The John Rylands Library is worth a visit if you are interested in books, architecture, or Manchester’s rich industrial past.
The neo-Gothic architecture and intricately carved, red stonework makes a striking impact on Deansgate, in stark contrast to the modern glass structures of neighbouring Spinningfields.
The library was commissioned by Enriqueta Rylands as a lasting tribute to her husband John Rylands, who owned the UK’s largest textile manufacturing business and became Manchester’s first multi-millionaire.
Marble statues of John and Enriqueta Rylands stand at opposite ends of the Reading Room, where they oversee the steady stream of visitors.
The collections of leather bound, historic volumes are related to the following themes: world faiths, history of the bible, everyday life – personal stories, science and medicine, world literatures, Manchester local connections, and the arts and crafts of printing. There are regular exhibitions to highlight particular works of interest.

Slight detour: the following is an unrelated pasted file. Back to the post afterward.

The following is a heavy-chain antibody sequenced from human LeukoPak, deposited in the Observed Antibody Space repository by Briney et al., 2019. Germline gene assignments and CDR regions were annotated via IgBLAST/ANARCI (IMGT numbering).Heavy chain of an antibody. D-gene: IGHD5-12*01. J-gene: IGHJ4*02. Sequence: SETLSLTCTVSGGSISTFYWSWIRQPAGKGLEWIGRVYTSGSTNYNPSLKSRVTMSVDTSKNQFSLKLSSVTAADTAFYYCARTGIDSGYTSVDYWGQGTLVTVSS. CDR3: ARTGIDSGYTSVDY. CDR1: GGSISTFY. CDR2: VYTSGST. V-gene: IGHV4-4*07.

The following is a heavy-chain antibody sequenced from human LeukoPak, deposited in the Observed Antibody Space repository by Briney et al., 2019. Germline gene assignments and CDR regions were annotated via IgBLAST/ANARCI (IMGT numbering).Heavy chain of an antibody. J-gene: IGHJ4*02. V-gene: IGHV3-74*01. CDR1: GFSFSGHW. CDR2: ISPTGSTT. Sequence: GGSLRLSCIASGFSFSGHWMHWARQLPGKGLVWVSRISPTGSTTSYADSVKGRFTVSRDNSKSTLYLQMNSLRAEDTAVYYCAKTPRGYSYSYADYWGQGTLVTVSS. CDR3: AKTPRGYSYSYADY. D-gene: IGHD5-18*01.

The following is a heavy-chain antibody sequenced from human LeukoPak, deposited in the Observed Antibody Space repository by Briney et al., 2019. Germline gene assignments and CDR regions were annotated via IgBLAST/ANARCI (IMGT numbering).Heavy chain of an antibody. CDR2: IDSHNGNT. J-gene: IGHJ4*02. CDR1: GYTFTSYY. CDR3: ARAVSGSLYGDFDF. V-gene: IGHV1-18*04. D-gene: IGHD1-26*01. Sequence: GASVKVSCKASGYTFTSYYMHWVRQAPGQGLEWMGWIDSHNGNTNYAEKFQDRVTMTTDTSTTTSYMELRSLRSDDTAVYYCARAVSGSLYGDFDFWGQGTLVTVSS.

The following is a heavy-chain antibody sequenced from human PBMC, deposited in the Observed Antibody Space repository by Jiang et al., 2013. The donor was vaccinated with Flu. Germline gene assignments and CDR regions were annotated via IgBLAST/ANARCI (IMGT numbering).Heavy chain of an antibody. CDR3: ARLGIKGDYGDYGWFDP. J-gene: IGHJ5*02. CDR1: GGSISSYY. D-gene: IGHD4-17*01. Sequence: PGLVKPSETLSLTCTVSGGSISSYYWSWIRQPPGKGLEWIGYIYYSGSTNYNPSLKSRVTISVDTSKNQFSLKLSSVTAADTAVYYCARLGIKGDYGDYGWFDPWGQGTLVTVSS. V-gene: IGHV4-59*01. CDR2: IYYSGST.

If you’re not interested in the books, you can still enjoy the building, which is the same style as Manchester Town Hall. There’s a wide variety of carvings and sculptures, which were all chosen to create a visual feast for visitors. The stained glass windows in the Reading Room give the building an ecclesiastical feel and the bottle stained glass throughout the building was designed to protect readers from the distractions of pollution and the hustle and bustle of Victorian Deansgate.
I doubt you’ll spend more than an hour exploring the library unless you take a tour, but entry is free and it really is worth a visit. I’d recommend popping in after lunch in Spinningfields for a spot of culture before you hit the shops, or set aside a day to explore Manchester as a tourist.
For more information about the library, click here to visit the website.